The food bank, the region’s main provider of food for the poor, has spent $1 million more than expected on fresh produce this year and needs help with its own skyrocketing costs, said Mark McCaffrey, the food bank’s chief operations officer.
“We don’t want to have to do this, but we’re in such a bind,” McCaffrey said. “It’s to try and help us out on transportation and food costs so we can keep the healthy food going out the door.”
For the Food for Others pantry in Fairfax, the new fee will amount to about $40,000 — a quarter of its budget for purchased food — in the coming year for vegetables that were once free. “It is a big hit,” said Roxanne Rice, the pantry’s executive director.
The new fee is just one of the initiatives launched in the Washington area by agencies that help the poor, whose demands have remained high despite modest improvements in the economy.
Bread for the City, the District’s largest food pantry, is planning to organize volunteers this summer for “harvest parties” to scavenge fruit from trees in accessible public spaces, as well as in private back yards with the owners’ permission.
“All the hunger relief organizations are trying hard to think outside the box,” said Sharon Gruber, Bread for the City’s nutrition consultant. “The food we’re providing for our clients should be healthy, and when it’s expensive, we have to think creatively.”
The organization, which feeds 4,500 families monthly, will work with Casey Trees, a nonprofit organization dedicated to fostering the city’s tree canopy, to identify the city’s fruit trees. The “urban gleaning” venture is expected to begin in August.
Petworth resident Leonard Edwards, 49, who began collecting food stamps recently when his hours at a job with a local nonprofit group were cut, plans to be a part of the new team of urban foragers.
“Times are hard right now. You have to get your healthy foods any way, shape or form you can,” said Edwards, who has seen his grocery bill rise nearly 30 percent in the past year. “You can’t afford a $6 eggplant at Whole Foods. . . . It costs $3 for one red bell pepper!”
Edwards already has been trading his sweat equity for vegetables this summer at a new rooftop garden that Bread for the City planted at its Seventh Street headquarters. The organization hopes the beets, corn and peppers growing there will augment the 60,000 pounds of produce it already gleans from local farmers.
Last week, Edwards’s efforts were rewarded with his first take-home harvest: two eggplants, a fragrant bunch of basil and several chile and banana peppers. He uses those to season his pot of cabbage — stretching the meal from Sunday to Wednesday. On Wednesday, he was again weeding on the roof in the hot sun, plucking a bouquet of cilantro that he hoped to add to a cold pasta salad.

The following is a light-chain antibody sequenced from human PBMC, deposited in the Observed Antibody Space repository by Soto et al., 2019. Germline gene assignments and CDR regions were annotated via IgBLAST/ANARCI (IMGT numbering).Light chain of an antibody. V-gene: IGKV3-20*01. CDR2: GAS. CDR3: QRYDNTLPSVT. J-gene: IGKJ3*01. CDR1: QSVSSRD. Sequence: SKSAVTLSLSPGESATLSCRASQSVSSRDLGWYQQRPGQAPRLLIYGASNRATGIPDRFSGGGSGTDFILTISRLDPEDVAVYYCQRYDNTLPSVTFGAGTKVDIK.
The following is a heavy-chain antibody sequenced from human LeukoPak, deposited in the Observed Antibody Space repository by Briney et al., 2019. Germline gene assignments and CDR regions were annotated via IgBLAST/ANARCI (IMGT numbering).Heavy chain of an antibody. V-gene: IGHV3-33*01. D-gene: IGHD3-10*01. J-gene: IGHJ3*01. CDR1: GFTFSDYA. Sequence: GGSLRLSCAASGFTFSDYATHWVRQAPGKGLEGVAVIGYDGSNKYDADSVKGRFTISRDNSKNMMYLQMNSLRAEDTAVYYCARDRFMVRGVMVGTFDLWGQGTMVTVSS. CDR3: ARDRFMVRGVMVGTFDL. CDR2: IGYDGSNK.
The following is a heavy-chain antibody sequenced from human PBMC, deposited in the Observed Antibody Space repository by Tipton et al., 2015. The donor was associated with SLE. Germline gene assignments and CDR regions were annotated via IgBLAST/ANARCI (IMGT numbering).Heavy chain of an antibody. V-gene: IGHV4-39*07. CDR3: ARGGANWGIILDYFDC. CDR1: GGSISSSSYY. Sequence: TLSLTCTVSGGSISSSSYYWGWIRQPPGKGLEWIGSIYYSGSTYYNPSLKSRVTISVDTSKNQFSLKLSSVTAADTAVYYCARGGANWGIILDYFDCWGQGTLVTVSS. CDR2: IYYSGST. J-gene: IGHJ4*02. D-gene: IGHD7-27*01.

“I don’t have any money to go to the store and get fresh cilantro,” he said. “Here, it doesn’t cost and arm and a leg. It’s a big help.”
Overall, U.S. food prices were 3.5 percent higher this May than last, according to the Bureau of Labor Statistics’ Consumer Price Index. The price of fruits and vegetables rose 2 percent, while the prices of beef and pork were up 10 percent and milk was up 12 percent. But food prices in the United States are not increasing as fast as they did in 2008.
However, global food prices hit a historic high this year because of the higher feed costs for grain and livestock, rising fuel costs, and overseas demand, according to Patrick Westhoff, who directs the Food and Agricultural Policy Research Institute at the University of Missouri.
Although in recent days there has been a downward trend in corn and wholesale food prices, Westhoff predicts overall food prices will continue to rise about 4 percent — in keeping with Consumer Price Index estimates — through the end of the year, provided there are no more major weather disasters.
“It’s a big increase from last year, and it’s more than overall inflation,” Westhoff said. “For anybody who spends a large portion of a small income on food, this is a big deal, obviously.”
Meanwhile, Congress is weighing a budget proposal with more than $800 million in cuts to food assistance programs, including $733 million from the WIC nutrition program that could affect more than 300,000 women and children.
“For a low-income household that spends more of their income on food, a change in the price of milk is significant,” said Elaine Waxman, vice president of research for Feeding America, the country’s coalition of food banks. “It’s like the perfect storm: high [hunger], high unemployment and now we’re looking at food prices increasing at the highest rates we’ve seen in 20 years.”
Waxman says that the 43 million Americans who receive food stamps and the working poor are the hardest hit by rising prices because their food dollar is not stretching nearly as much.
An added burden locally is the high cost of living, the 11th-highest in the country, according to the Council for Community and Economic Research, which tracks the index quarterly.
District resident Stephanie Galloway, a 55-year-old receptionist, has seen her monthly grocery bill for herself and her 13-year-old granddaughter rise from about $90 to $150 in the past year. She’s had to cut out snacks and red meat, shop at three stores to get the best deals and augment her groceries with a small ration of food from Greater Mount Calvary Holy Church food pantry.
She said they have not gone hungry yet — no “missed meal cramps” — but she sometimes sacrifices and eats a piece of bread or a bowl of beans while reserving the day’s dinner for Jessica, a rising freshman in the District. But if prices rise any further, she can’t be sure what will happen.
“We might have to be like Tarzan and Jane and live in trees and eat leaves,” she said. “Everything’s going up, except for paychecks.”